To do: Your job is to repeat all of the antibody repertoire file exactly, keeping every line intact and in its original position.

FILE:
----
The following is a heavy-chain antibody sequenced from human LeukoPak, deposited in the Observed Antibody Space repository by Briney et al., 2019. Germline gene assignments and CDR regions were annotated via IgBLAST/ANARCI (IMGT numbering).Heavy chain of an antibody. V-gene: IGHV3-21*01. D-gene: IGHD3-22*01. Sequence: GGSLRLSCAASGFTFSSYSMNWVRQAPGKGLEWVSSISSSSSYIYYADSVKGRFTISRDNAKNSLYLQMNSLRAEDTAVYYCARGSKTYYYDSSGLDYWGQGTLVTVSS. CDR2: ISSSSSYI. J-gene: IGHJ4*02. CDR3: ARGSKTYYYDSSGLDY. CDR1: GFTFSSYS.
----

The following is a heavy-chain antibody sequenced from human LeukoPak, deposited in the Observed Antibody Space repository by Briney et al., 2019. Germline gene assignments and CDR regions were annotated via IgBLAST/ANARCI (IMGT numbering).Heavy chain of an antibody. V-gene: IGHV3-21*01. D-gene: IGHD3-22*01. Sequence: GGSLRLSCAASGFTFSSYSMNWVRQAPGKGLEWVSSISSSSSYIYYADSVKGRFTISRDNAKNSLYLQMNSLRAEDTAVYYCARGSKTYYYDSSGLDYWGQGTLVTVSS. CDR2: ISSSSSYI. J-gene: IGHJ4*02. CDR3: ARGSKTYYYDSSGLDY. CDR1: GFTFSSYS.